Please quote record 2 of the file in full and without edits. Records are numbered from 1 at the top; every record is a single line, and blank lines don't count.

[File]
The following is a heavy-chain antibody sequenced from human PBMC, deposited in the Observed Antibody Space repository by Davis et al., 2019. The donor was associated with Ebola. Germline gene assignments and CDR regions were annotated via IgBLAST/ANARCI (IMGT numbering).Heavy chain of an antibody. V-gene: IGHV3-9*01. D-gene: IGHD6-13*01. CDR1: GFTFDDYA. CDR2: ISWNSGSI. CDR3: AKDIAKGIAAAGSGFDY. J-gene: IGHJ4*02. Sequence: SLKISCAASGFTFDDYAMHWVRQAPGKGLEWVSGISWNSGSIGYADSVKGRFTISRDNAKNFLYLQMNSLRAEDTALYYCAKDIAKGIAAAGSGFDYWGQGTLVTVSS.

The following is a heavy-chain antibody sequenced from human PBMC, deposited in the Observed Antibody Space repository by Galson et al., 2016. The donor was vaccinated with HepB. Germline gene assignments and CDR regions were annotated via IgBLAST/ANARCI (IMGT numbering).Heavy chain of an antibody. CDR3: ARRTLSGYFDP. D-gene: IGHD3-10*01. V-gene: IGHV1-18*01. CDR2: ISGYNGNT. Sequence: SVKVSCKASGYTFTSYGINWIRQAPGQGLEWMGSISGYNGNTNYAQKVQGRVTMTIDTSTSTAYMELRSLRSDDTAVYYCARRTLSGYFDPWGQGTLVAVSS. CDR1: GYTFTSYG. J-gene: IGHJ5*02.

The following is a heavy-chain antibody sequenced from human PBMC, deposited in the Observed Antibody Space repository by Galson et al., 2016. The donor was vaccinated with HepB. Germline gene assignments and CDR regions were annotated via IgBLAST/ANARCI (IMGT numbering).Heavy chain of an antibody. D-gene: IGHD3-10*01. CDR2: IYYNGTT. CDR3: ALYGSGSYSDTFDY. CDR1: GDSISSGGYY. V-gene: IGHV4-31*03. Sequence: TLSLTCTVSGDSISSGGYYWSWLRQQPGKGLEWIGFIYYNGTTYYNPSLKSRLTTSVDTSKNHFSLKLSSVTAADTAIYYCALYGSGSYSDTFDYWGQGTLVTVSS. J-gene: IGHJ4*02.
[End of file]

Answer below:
The following is a heavy-chain antibody sequenced from human PBMC, deposited in the Observed Antibody Space repository by Galson et al., 2016. The donor was vaccinated with HepB. Germline gene assignments and CDR regions were annotated via IgBLAST/ANARCI (IMGT numbering).Heavy chain of an antibody. CDR3: ARRTLSGYFDP. D-gene: IGHD3-10*01. V-gene: IGHV1-18*01. CDR2: ISGYNGNT. Sequence: SVKVSCKASGYTFTSYGINWIRQAPGQGLEWMGSISGYNGNTNYAQKVQGRVTMTIDTSTSTAYMELRSLRSDDTAVYYCARRTLSGYFDPWGQGTLVAVSS. CDR1: GYTFTSYG. J-gene: IGHJ5*02.